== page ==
10

Reinstall your car's driveshaft, tightening the bolts to 16 Lb ft.

 

 

11

You can now to go to the top of the car and reinstall your car's shifter and console assembly. Before installing the shifter base, clean the surface of old silicone and re-apply new silicone. Tighten the shifter base bolts to 15 Lb ft. and the shifter handle to 20 Lb ft.

 

 

IF

Then

 

 

You are replacing your Clutch Master Cylinder

go to Step 12

 

 

This was the last item to install

End Instructions

 

 

12

Next, you will now need to replace your car's Master cylinder assembly, located in the engine compartment and under your car's dashboard. Start by removing the two screws and 7mm bolts that hold up the dash's bottom cover. With that out of the way you can remove the internal cover by unscrewing the two 7mm bolts that hold it in-place.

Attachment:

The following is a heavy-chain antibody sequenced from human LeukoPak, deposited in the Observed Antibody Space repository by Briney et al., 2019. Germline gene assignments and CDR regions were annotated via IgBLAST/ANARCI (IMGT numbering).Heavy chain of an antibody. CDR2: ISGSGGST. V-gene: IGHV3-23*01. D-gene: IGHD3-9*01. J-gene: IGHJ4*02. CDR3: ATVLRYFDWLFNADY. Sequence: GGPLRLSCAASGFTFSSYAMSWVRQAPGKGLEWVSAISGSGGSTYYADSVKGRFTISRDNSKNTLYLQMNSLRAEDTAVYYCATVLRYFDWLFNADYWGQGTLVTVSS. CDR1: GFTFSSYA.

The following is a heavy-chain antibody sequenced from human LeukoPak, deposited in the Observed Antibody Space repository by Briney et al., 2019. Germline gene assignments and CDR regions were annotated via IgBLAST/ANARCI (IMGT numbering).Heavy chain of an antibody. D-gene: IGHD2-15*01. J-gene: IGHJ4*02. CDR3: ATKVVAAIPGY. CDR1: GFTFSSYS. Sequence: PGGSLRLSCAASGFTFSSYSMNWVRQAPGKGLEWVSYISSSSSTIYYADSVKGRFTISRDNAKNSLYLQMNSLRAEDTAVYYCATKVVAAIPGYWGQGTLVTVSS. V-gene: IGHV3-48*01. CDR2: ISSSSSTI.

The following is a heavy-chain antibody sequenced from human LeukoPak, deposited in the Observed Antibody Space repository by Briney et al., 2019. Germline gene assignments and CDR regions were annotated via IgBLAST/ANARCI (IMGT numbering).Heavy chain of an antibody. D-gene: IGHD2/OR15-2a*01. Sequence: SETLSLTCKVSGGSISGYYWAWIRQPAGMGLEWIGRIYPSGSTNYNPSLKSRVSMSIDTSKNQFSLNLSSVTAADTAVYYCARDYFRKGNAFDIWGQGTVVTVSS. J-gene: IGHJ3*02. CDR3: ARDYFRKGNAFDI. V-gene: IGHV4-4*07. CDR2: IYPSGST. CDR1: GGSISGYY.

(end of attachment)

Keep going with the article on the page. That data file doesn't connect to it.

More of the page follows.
14

With a long flat-tip screwdriver pry the Master cylinder rod, retaining clip from the clutch pedal lever. Then pull the rod from the lever.

 

 

15

With a 13mm socket and long extension on a 3/8-inch drive ratchet, remove the four nuts that hold your car's power brake booster in-place and the two 13mm nuts that hold the Master cylinder in-place.

 

 

16

Now, go under your car's hood and remove the two 10mm bolts that hold the driver's side air injection tube to the exhaust manifold (or header if you've installed them). Loop the tube over the intake to keep it out of the way.

 

 

17

Remove the two 15mm nuts that hold the Master cylinder to the power booster, and then disconnect the electrical connector located on the driver's side of the reservoir.

 

 

18

Loosen the two 13mm nuts located on either side of the ABS block and slide the whole box up and out of the holder. With the master cylinder disconnected, the whole assembly, from the Master cylinder to the ABS block, will come up and out f the way.

 

 

19

Pry the Master cylinder reservoir away from the bracket with a flat-head screwdriver.